COP27: Does Science Set Long Term Goals of UNFCCC? – Dr Anji Seth

Sunset at COP27The pace of global warming is accelerating. Impacts are coming faster and more furiously.

Scientists around the world have stepped up to publish 6 new reports* in less than 5 years. Major new findings include that additions of CO2 are the direct cause of further heating and even small increments will continue to worsen impacts on human and ecosystem well-being.  The Science clearly states that a 1.5C temperature limit would result in the lowest impacts and related costs globally. The 2022 report on Mitigation makes clear that losses and damages being experienced already result from the cumulative emissions from large historical emitters.  So how is this new knowledge incorporated into the policy decisions being negotiated?

Like most processes within the UNFCCC, there is a formal review which can take a few years to complete. A review of the reports mentioned above has been ongoing for two years and is due to be completed at COP27. A strong statement from this review process, commensurate with the science, would demonstrate to the world the urgent need for transformational change across society.

As a climate scientist at my seventh COP, I was an observer in the room where it happened. I can share some insight into this particular negotiation.

A short draft “decision” document summarizes the latest science that will informs future UNFCCC policy negotiations, including Mitigation, Adaptation, and now Loss and Damage.

I am in the room on Thursday (Nov 16). Negotiators are meeting to finalize the document. They are apparently close. The draft “reaffirms the long term global goal” (from Paris: 2C and to pursue 1.5C), “expresses alarm and utmost concern that human activities have caused around 1.1C “ warming to date and “recalls that the impacts of climate change will be much lower” for 1.5C. This much is agreed upon.

But there is a tension in the room. Two statements in particular are in contention: (1)  the affirmation of 1.5C as the target “underscores urgent action is needed” to ensure peak emissions by 2025 with deep reductions by 2030; and (2) language related to Loss and Damage that details the responsibilities of developed countries given their disproportionate historical contribution to cumulative CO2 emissions.

The delegates are seated at tables arranged in a square. China, India, Saudi Arabia and Brazil are in one corner. The US, UK, Canada, Switzerland, and Japan are across the room. These two groups are taking opposing stands on the two issues.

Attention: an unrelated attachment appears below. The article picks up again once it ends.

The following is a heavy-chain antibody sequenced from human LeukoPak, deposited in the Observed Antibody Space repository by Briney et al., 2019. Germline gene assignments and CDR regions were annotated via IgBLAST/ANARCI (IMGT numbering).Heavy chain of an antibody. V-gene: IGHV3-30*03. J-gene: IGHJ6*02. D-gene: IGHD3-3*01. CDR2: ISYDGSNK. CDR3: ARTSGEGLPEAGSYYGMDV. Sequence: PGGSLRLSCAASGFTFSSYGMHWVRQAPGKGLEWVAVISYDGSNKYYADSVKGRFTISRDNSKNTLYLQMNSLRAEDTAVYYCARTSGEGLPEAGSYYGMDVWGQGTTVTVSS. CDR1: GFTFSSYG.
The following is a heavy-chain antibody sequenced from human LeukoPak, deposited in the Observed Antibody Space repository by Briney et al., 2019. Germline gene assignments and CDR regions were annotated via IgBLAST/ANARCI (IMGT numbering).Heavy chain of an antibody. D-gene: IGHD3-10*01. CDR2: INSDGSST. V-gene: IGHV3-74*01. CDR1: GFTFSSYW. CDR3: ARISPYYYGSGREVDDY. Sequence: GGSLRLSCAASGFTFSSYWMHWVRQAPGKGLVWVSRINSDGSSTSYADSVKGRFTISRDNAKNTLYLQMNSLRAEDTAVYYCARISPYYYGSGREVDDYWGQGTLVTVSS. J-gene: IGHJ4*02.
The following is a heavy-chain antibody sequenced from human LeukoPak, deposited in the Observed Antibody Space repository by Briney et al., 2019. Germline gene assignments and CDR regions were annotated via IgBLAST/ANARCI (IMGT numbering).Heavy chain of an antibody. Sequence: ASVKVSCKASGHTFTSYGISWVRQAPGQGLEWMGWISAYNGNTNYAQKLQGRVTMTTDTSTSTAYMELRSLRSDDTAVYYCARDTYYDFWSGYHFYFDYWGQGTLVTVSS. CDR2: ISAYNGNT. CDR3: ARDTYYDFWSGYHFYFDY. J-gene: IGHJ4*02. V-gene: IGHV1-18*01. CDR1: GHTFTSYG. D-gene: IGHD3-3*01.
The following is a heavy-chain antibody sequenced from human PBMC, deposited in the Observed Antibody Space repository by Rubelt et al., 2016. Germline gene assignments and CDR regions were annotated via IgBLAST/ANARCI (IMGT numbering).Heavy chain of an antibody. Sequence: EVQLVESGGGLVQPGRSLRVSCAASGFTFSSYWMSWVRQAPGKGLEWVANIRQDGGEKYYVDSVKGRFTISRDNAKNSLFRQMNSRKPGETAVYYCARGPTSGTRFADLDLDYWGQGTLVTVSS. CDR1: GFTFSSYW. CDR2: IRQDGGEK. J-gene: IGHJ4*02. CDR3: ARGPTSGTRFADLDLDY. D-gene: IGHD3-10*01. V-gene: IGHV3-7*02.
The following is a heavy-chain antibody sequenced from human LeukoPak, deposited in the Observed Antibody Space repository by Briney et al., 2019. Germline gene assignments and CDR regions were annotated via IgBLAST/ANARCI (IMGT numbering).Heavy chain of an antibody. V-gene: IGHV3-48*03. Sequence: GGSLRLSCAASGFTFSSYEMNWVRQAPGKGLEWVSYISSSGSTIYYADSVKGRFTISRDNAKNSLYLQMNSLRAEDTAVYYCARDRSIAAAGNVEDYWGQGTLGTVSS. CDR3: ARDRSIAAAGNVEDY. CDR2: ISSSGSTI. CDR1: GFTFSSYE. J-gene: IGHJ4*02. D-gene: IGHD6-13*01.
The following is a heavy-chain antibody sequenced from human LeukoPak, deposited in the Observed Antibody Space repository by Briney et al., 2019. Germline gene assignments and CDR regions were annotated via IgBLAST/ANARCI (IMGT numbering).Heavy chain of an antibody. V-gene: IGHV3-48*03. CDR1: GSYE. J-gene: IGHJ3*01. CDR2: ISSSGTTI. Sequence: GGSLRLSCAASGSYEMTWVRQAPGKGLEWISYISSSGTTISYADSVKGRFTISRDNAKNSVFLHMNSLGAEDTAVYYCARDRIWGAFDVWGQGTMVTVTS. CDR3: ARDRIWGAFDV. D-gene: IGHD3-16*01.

Led by India, the First group wants to weaken the target to 2C, a step back from the consensus achieved in the Glasgow Pact last year at COP26.  And this group wants the strong language that would detail the responsibility of large historical emitters for Loss and damage. The second group led by the US states clearly that the 1.5 C affirmation must remain in the text, but will not accept the strong language that details developed country responsibility for Loss and Damage. The meeting is at an impasse.

There is talk of a ‘procedural’ conclusion that would nullify two years of work and agreement on many advances in the scientific basis for action. Or equally as bad, kicking the decision down the road to next year at COP28. A strong statement is needed to demonstrate to the world the need for urgent action to peak emissions by 2025.

No one wants a failure.

This meeting concludes with no agreement. The issues are referred to the COP Presidency for review.

At the sunset of COP27 there was a compromise, with both statements weakened. The mention of peak emissions by 2025 was removed (par 8). The language on equity, the role of historical emissions and the remaining carbon budget was also removed (par 20).

All sides can claim success, as the report is now complete with a consensus document that includes important new science.

But I must express alarm and utmost concern that Nature and science do not compromise.  Weakened language will not reduce the tragedies ahead. We can and must do better.


Anji Seth is a climate scientist, Professor, Head of the Department of Geography at the University of Connecticut, and co-director of the UConn@COP program – bringing a dozen students to the Conference of the Parties since COP21 in Paris.